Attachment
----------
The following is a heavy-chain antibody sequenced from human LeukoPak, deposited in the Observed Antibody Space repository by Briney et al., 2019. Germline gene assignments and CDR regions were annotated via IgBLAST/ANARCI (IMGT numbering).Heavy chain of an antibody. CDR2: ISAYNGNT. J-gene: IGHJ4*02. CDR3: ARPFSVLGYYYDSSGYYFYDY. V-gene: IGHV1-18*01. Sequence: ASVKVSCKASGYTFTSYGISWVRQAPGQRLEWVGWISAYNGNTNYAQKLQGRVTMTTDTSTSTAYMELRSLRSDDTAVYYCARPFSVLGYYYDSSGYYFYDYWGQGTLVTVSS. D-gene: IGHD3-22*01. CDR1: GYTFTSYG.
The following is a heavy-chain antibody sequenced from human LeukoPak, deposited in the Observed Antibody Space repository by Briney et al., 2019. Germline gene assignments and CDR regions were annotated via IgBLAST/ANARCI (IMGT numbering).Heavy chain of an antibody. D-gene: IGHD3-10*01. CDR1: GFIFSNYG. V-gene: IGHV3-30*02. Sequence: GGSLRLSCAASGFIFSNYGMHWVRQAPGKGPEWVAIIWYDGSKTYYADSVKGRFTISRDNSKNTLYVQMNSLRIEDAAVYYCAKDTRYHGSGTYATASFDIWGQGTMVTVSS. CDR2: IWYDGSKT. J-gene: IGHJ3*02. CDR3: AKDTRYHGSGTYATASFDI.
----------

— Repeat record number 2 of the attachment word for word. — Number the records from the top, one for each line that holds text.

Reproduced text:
The following is a heavy-chain antibody sequenced from human LeukoPak, deposited in the Observed Antibody Space repository by Briney et al., 2019. Germline gene assignments and CDR regions were annotated via IgBLAST/ANARCI (IMGT numbering).Heavy chain of an antibody. D-gene: IGHD3-10*01. CDR1: GFIFSNYG. V-gene: IGHV3-30*02. Sequence: GGSLRLSCAASGFIFSNYGMHWVRQAPGKGPEWVAIIWYDGSKTYYADSVKGRFTISRDNSKNTLYVQMNSLRIEDAAVYYCAKDTRYHGSGTYATASFDIWGQGTMVTVSS. CDR2: IWYDGSKT. J-gene: IGHJ3*02. CDR3: AKDTRYHGSGTYATASFDI.